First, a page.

Imagine for example that you are summing a zero mean sinusoid with a "frame" whose length just so happens to be half its period. Then in that case, during the positive phase of the sinusoid you would get a high positive value and then during the negative phase you would get a negative value. If the length of the "frame" was one period of the sinusoid, you would get a zero mean.

If you left the DC in and tried to "listen" to the signal you would be getting a soft "flutter" sound in the background, like holding a microphone close to a fan because of these discontinuities that are produced at each frame.

My question is: what would you call that output signal?

Some sort of band-limited integration. As mentioned previously, this is an integrator with a crude band-pass filter at its input.

What sort of physical significance does it have, or what use is it for analysis?

It returns the total amplitude of the frame of the signal minus its average value. It would be related to the average amplitude in a "moving average filter" sense.

It is difficult to say what its use would be for analysis without knowing what else is going on in the processing pipeline, but something like this could be used to get a sense of how "loud" is the current frame.

If this was a compressor for example, this signal could be used to trigger it at a sharp transition from soft sound to louder sound. In fact, because of the crude band-pass filter it contains at its input, this would then become a de-esser.

Hope this helps.

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  • $\begingroup$ I should have said "output sample rate" instead of "output frequency". Edited the question to clarify. $\endgroup$ – Crno Srce Feb 16 '18 at 0:33
  • $\begingroup$ Thanks for confirming my feelings. It just always seemed like a really expensive way of achieving an average amplitude over each frame. If I calculate the RMS power of the audio signal at each window instead of the sum of the FFT I get a graph that looks much the same with a lot less computation. And thanks for your help! $\endgroup$ – Crno Srce Feb 16 '18 at 6:06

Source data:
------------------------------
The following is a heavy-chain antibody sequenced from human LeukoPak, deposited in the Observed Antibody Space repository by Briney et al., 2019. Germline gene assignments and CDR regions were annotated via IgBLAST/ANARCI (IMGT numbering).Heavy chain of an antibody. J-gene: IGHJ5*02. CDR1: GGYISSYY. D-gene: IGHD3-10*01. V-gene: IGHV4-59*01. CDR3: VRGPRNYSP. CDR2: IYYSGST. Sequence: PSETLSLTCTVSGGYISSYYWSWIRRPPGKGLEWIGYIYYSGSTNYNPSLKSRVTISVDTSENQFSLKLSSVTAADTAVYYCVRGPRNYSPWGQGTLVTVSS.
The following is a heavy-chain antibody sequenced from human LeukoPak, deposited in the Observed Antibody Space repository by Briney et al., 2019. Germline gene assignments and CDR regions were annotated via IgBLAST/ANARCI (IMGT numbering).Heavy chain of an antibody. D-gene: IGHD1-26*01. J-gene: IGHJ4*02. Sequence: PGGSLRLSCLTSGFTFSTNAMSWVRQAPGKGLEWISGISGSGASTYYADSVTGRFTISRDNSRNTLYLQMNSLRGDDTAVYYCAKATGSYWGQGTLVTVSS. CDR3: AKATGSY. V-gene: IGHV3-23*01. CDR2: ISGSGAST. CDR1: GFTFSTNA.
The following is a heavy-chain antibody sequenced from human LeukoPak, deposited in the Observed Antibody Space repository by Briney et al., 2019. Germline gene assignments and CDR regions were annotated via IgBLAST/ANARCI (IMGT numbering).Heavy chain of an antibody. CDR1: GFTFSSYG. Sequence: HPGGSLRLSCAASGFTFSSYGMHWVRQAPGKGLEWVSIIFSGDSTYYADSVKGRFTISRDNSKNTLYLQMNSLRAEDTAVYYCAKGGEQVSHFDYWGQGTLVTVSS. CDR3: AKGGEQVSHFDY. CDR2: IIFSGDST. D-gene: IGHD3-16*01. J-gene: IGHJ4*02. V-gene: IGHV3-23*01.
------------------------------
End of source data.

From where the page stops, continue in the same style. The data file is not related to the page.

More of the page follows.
• $\begingroup$ @CrnoSrce Thanks for letting me know. Please note that due to the removal of the DC what you mention is only true for zero mean waveforms. If the waveform does have some DC component the sums should be different. All the best with your project. $\endgroup$ – A_A Feb 16 '18 at 15:58
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This quantity is proportional to the Manhattan or taxicab norm (aka the $\ell_1$ norm) of the windowed and zero-averaged magnitude spectrum.

Avoiding the y(1) removes the mean from the windowed audio chunk (plus some low frequencies). It is thus a sort of sliding activity or onset detector, from one frame to another. A related concept is the spectral flux:

a norm of the difference between two consecutive frames of the magnitude spectrum

I do not know of a better word for the integral of a Fourier spectrum, or the sum of harmonics

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  • $\begingroup$ I found this answer very useful and informative too. Thanks for the help! $\endgroup$ – Crno Srce Feb 16 '18 at 6:06
  • $\begingroup$ I think discarding the first frequency bin only leads to removal of the mean (or the sum, depending on the DFT implementation) of the time-domain signal. "Low frequencies" are not changed, because $X[\color{red}{0}]=\sum_{n=0}^{N-1}x[n]\cdot e^{-j2\pi \color{red}{0}n/N}=\sum_{n=0}^{N-1}x[n]$. $\endgroup$ – applesoup Feb 16 '18 at 9:10